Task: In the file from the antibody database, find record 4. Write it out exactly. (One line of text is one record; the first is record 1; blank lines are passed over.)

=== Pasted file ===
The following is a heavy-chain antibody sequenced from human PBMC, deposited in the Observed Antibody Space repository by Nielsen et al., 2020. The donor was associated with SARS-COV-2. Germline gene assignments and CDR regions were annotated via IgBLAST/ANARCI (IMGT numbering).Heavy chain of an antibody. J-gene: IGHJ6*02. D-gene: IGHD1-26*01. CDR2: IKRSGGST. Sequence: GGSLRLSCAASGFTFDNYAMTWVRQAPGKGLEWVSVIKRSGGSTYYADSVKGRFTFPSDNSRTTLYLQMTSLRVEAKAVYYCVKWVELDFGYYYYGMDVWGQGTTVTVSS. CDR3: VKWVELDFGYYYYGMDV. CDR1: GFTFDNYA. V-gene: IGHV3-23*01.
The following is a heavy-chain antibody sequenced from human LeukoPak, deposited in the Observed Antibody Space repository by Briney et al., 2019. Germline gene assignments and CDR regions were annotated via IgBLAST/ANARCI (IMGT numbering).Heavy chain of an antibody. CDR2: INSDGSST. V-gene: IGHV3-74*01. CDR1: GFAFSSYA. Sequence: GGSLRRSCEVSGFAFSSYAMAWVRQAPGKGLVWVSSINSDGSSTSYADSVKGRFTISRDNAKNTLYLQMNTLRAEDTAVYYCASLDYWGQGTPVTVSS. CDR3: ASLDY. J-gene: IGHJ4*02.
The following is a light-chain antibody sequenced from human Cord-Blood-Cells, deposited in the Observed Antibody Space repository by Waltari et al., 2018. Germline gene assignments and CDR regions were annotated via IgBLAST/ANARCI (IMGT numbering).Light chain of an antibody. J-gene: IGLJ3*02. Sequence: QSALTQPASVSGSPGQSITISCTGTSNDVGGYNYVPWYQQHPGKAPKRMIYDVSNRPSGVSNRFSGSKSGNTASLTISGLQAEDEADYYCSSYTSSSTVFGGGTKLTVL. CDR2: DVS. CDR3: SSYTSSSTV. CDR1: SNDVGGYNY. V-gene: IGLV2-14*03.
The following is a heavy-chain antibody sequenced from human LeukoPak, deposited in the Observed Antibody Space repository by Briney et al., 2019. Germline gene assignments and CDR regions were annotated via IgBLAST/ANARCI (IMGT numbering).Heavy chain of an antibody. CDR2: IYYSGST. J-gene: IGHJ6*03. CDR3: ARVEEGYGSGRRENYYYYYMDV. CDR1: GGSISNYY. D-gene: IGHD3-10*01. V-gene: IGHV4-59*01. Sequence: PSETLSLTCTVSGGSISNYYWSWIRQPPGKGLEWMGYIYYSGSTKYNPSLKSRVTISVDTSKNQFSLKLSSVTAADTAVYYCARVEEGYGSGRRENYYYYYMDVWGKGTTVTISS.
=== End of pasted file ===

The following is a heavy-chain antibody sequenced from human LeukoPak, deposited in the Observed Antibody Space repository by Briney et al., 2019. Germline gene assignments and CDR regions were annotated via IgBLAST/ANARCI (IMGT numbering).Heavy chain of an antibody. CDR2: IYYSGST. J-gene: IGHJ6*03. CDR3: ARVEEGYGSGRRENYYYYYMDV. CDR1: GGSISNYY. D-gene: IGHD3-10*01. V-gene: IGHV4-59*01. Sequence: PSETLSLTCTVSGGSISNYYWSWIRQPPGKGLEWMGYIYYSGSTKYNPSLKSRVTISVDTSKNQFSLKLSSVTAADTAVYYCARVEEGYGSGRRENYYYYYMDVWGKGTTVTISS.